New Hands-Free Accessories and Cases from Palm

Palm today announced a number of new additions to its line of hands-free accessories, including three car kits and a new combination GPS/hands-free speakerphone solution available for a variety of Palm Treo smartphones. These accessories further Palm's hands-free initiative to provide customers with tools to make their mobile experience simple and safer, especially while driving. Palm has also added a few new Treo cases as well.

Approximately 25 percent of accidents in the United States are caused by driver distraction, which includes cell phones and other handheld devices. Five states, including New York, California and Washington, D.C., are currently enforcing, or intending to in the near future, a ban on the use of cell phones without hands-free features while driving. Six other states, including Michigan, New Mexico and Ohio, have the same law in place for certain jurisdictions.

In August 2006, Palm announced it would support the California bill and believes the bill responsibly addresses evidence that wireless-phone use increases the risk of accidents. As the first handset company to support the California bill, Palm felt that its passage could be instrumental in leading other states to follow suit and improve driving safety.

Treo Car KitAvailable immediately are a number of hands-free, installation car kits for use with a variety of Palm Treo smartphones. These kits offer clear voice performance and such functions as Auto Answer. In states that have hands-free laws, these car kits also meet the legal standards for use while driving, and the professionally installed cradle holds the Treo smartphone securely in place.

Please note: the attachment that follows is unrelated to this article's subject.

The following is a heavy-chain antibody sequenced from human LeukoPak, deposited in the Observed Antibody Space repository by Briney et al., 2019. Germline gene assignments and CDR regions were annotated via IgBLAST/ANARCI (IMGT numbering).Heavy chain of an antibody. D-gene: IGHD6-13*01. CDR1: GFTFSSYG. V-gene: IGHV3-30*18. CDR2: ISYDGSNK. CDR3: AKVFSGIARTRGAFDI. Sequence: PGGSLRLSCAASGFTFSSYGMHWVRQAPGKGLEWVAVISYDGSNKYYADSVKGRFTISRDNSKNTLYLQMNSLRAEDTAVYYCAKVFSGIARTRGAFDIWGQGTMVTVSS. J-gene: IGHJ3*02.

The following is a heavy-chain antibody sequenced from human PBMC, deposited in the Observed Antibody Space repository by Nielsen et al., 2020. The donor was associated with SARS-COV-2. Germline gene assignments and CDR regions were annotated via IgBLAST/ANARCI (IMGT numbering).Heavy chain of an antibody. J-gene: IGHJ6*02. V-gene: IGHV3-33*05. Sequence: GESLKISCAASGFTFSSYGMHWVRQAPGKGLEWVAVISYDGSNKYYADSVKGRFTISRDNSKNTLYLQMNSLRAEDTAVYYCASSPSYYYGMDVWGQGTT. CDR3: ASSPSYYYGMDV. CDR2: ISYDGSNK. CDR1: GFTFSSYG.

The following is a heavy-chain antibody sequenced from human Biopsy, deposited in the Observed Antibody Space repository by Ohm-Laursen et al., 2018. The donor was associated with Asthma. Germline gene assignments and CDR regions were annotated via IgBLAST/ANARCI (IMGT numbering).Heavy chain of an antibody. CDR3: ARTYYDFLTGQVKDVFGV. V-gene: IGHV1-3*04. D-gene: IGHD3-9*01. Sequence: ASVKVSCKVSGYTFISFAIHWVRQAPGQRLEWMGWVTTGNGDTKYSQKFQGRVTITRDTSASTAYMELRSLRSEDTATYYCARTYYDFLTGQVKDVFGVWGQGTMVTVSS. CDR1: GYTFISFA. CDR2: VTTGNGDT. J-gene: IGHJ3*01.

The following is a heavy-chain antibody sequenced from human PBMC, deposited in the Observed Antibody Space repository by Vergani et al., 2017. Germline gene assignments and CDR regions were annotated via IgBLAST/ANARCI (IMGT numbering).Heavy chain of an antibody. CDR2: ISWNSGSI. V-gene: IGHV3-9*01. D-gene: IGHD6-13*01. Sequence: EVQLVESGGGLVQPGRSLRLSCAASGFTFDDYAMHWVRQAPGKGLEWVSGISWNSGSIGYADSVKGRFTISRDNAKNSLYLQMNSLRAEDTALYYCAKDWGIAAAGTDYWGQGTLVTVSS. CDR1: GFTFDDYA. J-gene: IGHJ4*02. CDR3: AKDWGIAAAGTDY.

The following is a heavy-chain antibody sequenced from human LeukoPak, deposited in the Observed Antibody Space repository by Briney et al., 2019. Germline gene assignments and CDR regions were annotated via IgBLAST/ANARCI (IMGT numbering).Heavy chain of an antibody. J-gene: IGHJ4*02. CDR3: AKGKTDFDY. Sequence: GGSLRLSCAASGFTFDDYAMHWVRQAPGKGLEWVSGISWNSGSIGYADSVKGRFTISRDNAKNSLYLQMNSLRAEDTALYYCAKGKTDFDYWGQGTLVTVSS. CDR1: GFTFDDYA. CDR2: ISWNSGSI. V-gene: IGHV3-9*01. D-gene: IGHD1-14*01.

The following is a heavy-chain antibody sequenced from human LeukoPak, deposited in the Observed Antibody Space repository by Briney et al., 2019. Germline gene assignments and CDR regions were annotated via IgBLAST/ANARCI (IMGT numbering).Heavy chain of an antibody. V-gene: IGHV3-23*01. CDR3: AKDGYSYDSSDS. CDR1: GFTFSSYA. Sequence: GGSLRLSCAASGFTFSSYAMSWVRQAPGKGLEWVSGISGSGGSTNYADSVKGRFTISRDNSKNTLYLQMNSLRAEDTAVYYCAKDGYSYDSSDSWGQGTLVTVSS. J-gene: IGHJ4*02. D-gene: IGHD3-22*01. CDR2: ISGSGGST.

-- The Comfort Plus DSP Hands-free Car Kit: An affordable option for Treo 680 and Treo 750 customers, this kit has an estimated U.S. street price of $199.

-- The Take&Talk DSP Cradle + CarTalk Hands-free Car Kit: This kit enables Treo 680 and Treo 750 users to enjoy many functions, including DSP (Digital Signal Processing) technology, which cuts noise and echo for clear voice performance, and an extended antenna for greater network sensitivity. This product has an estimated U.S. street price of $259. This kit requires professional installation.

-- Take&Talk DSP Hands-free Car Kit Cradle: This product is for existing THB Bury UNI System 8 car kit users who are ready to switch over to a Treo 650 or Treo 700 series smartphone. This product has an estimated U.S. street price of $149.

"Palm is committed to accessorizing Treo smartphones with technologies that promote a hands-free and safer lifestyle," said Jim Schwabe, senior director for handhelds and accessories at Palm. "Palm creates its accessories so that they are both functional and fashionable, appealing to Treo users around the world."